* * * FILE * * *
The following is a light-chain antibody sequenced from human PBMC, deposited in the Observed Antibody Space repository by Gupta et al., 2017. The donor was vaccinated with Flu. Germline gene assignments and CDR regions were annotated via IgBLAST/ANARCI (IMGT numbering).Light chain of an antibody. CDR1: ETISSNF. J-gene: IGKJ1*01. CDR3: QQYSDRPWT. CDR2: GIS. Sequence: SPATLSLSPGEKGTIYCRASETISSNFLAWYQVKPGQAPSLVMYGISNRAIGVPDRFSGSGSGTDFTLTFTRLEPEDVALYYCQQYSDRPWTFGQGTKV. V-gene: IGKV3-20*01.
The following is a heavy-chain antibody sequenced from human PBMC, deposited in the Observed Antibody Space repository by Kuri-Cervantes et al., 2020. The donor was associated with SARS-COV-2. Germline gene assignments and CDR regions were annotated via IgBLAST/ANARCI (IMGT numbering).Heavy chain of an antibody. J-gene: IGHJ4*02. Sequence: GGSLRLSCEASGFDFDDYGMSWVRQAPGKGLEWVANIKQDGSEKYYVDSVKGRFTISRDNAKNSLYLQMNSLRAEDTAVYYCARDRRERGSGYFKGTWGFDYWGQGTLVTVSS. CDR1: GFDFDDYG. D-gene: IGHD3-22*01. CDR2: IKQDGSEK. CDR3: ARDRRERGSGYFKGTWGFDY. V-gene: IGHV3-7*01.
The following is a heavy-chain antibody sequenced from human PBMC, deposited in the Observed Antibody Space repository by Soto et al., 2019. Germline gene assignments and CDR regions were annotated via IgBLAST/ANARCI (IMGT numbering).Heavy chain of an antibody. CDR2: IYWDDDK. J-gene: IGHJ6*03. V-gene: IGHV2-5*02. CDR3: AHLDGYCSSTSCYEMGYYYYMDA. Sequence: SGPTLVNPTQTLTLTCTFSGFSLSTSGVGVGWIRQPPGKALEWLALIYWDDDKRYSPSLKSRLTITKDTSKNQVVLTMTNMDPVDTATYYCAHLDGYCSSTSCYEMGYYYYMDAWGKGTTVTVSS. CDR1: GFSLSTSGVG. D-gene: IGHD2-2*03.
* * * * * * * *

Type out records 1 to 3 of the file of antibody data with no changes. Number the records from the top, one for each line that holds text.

The following is a light-chain antibody sequenced from human PBMC, deposited in the Observed Antibody Space repository by Gupta et al., 2017. The donor was vaccinated with Flu. Germline gene assignments and CDR regions were annotated via IgBLAST/ANARCI (IMGT numbering).Light chain of an antibody. CDR1: ETISSNF. J-gene: IGKJ1*01. CDR3: QQYSDRPWT. CDR2: GIS. Sequence: SPATLSLSPGEKGTIYCRASETISSNFLAWYQVKPGQAPSLVMYGISNRAIGVPDRFSGSGSGTDFTLTFTRLEPEDVALYYCQQYSDRPWTFGQGTKV. V-gene: IGKV3-20*01.
The following is a heavy-chain antibody sequenced from human PBMC, deposited in the Observed Antibody Space repository by Kuri-Cervantes et al., 2020. The donor was associated with SARS-COV-2. Germline gene assignments and CDR regions were annotated via IgBLAST/ANARCI (IMGT numbering).Heavy chain of an antibody. J-gene: IGHJ4*02. Sequence: GGSLRLSCEASGFDFDDYGMSWVRQAPGKGLEWVANIKQDGSEKYYVDSVKGRFTISRDNAKNSLYLQMNSLRAEDTAVYYCARDRRERGSGYFKGTWGFDYWGQGTLVTVSS. CDR1: GFDFDDYG. D-gene: IGHD3-22*01. CDR2: IKQDGSEK. CDR3: ARDRRERGSGYFKGTWGFDY. V-gene: IGHV3-7*01.
The following is a heavy-chain antibody sequenced from human PBMC, deposited in the Observed Antibody Space repository by Soto et al., 2019. Germline gene assignments and CDR regions were annotated via IgBLAST/ANARCI (IMGT numbering).Heavy chain of an antibody. CDR2: IYWDDDK. J-gene: IGHJ6*03. V-gene: IGHV2-5*02. CDR3: AHLDGYCSSTSCYEMGYYYYMDA. Sequence: SGPTLVNPTQTLTLTCTFSGFSLSTSGVGVGWIRQPPGKALEWLALIYWDDDKRYSPSLKSRLTITKDTSKNQVVLTMTNMDPVDTATYYCAHLDGYCSSTSCYEMGYYYYMDAWGKGTTVTVSS. CDR1: GFSLSTSGVG. D-gene: IGHD2-2*03.